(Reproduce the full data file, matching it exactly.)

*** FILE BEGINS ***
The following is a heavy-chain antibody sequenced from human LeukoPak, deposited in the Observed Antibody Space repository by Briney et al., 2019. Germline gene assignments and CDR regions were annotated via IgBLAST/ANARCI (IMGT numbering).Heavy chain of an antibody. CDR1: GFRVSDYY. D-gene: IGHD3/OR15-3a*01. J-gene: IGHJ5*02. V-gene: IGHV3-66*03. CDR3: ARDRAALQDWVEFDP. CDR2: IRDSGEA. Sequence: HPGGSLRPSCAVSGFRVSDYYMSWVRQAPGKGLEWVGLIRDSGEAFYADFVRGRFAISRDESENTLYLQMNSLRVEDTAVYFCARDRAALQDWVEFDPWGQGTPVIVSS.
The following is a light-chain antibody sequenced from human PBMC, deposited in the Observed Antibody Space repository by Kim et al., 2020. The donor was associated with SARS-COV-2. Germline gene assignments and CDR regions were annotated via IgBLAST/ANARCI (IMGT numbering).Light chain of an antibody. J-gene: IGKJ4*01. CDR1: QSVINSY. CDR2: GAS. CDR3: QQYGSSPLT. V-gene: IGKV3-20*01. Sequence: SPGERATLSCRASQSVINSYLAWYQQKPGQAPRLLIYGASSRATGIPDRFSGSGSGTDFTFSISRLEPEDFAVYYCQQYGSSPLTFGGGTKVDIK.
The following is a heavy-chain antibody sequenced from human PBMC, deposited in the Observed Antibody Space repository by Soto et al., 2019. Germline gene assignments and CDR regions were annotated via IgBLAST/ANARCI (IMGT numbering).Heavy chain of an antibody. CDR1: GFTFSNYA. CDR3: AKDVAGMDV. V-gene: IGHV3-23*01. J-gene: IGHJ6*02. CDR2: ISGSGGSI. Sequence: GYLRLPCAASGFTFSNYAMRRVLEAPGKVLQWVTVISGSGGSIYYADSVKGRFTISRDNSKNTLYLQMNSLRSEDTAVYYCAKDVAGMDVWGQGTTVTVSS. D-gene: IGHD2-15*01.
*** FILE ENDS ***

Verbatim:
The following is a heavy-chain antibody sequenced from human LeukoPak, deposited in the Observed Antibody Space repository by Briney et al., 2019. Germline gene assignments and CDR regions were annotated via IgBLAST/ANARCI (IMGT numbering).Heavy chain of an antibody. CDR1: GFRVSDYY. D-gene: IGHD3/OR15-3a*01. J-gene: IGHJ5*02. V-gene: IGHV3-66*03. CDR3: ARDRAALQDWVEFDP. CDR2: IRDSGEA. Sequence: HPGGSLRPSCAVSGFRVSDYYMSWVRQAPGKGLEWVGLIRDSGEAFYADFVRGRFAISRDESENTLYLQMNSLRVEDTAVYFCARDRAALQDWVEFDPWGQGTPVIVSS.
The following is a light-chain antibody sequenced from human PBMC, deposited in the Observed Antibody Space repository by Kim et al., 2020. The donor was associated with SARS-COV-2. Germline gene assignments and CDR regions were annotated via IgBLAST/ANARCI (IMGT numbering).Light chain of an antibody. J-gene: IGKJ4*01. CDR1: QSVINSY. CDR2: GAS. CDR3: QQYGSSPLT. V-gene: IGKV3-20*01. Sequence: SPGERATLSCRASQSVINSYLAWYQQKPGQAPRLLIYGASSRATGIPDRFSGSGSGTDFTFSISRLEPEDFAVYYCQQYGSSPLTFGGGTKVDIK.
The following is a heavy-chain antibody sequenced from human PBMC, deposited in the Observed Antibody Space repository by Soto et al., 2019. Germline gene assignments and CDR regions were annotated via IgBLAST/ANARCI (IMGT numbering).Heavy chain of an antibody. CDR1: GFTFSNYA. CDR3: AKDVAGMDV. V-gene: IGHV3-23*01. J-gene: IGHJ6*02. CDR2: ISGSGGSI. Sequence: GYLRLPCAASGFTFSNYAMRRVLEAPGKVLQWVTVISGSGGSIYYADSVKGRFTISRDNSKNTLYLQMNSLRSEDTAVYYCAKDVAGMDVWGQGTTVTVSS. D-gene: IGHD2-15*01.